Turin Shroud

An image, "so true, so profound, so human and so divine, such as we have been unable to admire and venerate in any other image" - Pope Paul VI, May 1931

"Something so frightening and yet so beautiful lies in it that a man can only escape it by worship" - Paul Claudel (French writer), 1946

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What is the Turin Shroud?
It is a piece of pure-linen woven cloth, 14' 3" by 3' 7" long, which many millions of people down the centuries have believed is the burial shroud of Christ. The cloth is imprinted with a light, reddish-coloured image of an entire body, back and front, which displays in shocking, graphic detail, the abuse, mockery, torture and crucifixion of Jesus Christ as it is described in the Bible.  Pope Paul VI called it the 'Fifth Gospel'. Return to Top
The Bible Account of the Crucifixion
The markings on the Shroud mirror exactly the markings that would be found if a human body was subjected to the suffering described in the Gospel accounts of the crucifixion.
1. The Face of the Shroud shows clear evidence of swelling across the left cheek and left side of the nose:
'The high priest questioned Jesus about his disciples and his teaching... One of the guards standing by gave Jesus a slap in the face, saying, "is that the way to answer the high priest?"'_St.John, Ch.18, v.19 & 22
2. The back image of the Shroud is heavily marked with small round wounds clearly identifiable as those produced by Roman 'flagra', or scourges, which had a short handle, with two leather thongs, tipped with twin bronze pellets, like small dumb-bells.
'Pilate then had Jesus taken away and scourged'_St.John, Ch.19, v.1
3. The head of the man of the Shroud has many puncture wounds, from which there are substantial blood flows through the hair, and down the brow.
'after this, the soldiers twisted some thorns into a crown and put it on his head... they came up to him, saying, "Hail, king of the Jews!"; and they slapped him in the face'_St.John, Ch.19, v.2 & 3
4. The back image of the Shroud shows two areas of severe damage over the right shoulder and, further down, over the left shoulder: these were described by medical experts as "excoriated wounds superimposed on the wounds from the scourging", consistent with "the friction of some heavy object rubbing on an already damaged area of skin".
'and carrying his own cross, he went out of the city to the place of the skull, or as it is called in the Hebrew, Golgotha'_St.John, Ch.19, v.17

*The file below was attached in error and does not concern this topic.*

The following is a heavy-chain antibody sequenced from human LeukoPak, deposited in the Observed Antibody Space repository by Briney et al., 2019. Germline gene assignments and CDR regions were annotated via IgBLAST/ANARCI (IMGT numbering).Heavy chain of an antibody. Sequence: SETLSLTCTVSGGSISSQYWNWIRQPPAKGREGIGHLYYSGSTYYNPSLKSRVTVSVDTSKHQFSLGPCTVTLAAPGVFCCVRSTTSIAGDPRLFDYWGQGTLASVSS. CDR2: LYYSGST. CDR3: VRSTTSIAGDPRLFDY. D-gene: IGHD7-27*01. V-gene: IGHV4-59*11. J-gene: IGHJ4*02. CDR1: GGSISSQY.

5. The wrists and feet of the man of the Shroud clearly show horrific wounds consistent with nails being driven through them in the manner of Roman crucifixion.
'When they reached the place called The Skull, they crucified him there, and two criminals also, one on the right, the other on the left'_St.Luke, Ch.23, v.33
6. In the area of the chest, between the fifth and sixth ribs, there is a large, elliptical wound measuring an inch and three quarters long, by almost half an inch wide. There is a large mark consistent with heavy blood flow, but the dark 'blood' stain is curiously "broken up by some clear areas, ..which would indicate the mixture of a clear fluid with the blood".
'When they came to Jesus, they found he was already dead, and so instead of breaking his legs one of the soldiers pierced his side with a lance; and immediately there came out blood and water'_St.John, Ch.19, v.33
7. The Shroud itself makes an appearance now:
'Nicodemus brought a mixture of myrrh and aloes, weighing about a hundred pounds. They took the body of Jesus and wrapped it with the spices in a linen cloth, following the Jewish burial custom' _St.John, Ch.19, v.40
8. On the morning of the resurrection, the disciples John and Peter ran to the empty tomb. One of the grave cloths was set apart from the rest, deserving a special mention by the disciple giving this account:
'Simon Peter ...went right in to the tomb, and saw the linen cloths on the ground, and also the cloth that had been over his head; this was not with the linen cloths but rolled up in a place by itself'_St.John, Ch.20, v.6 & 7
Read on ...
History of Shroud | Shroud and Mandylion | Carbon-dating Controversy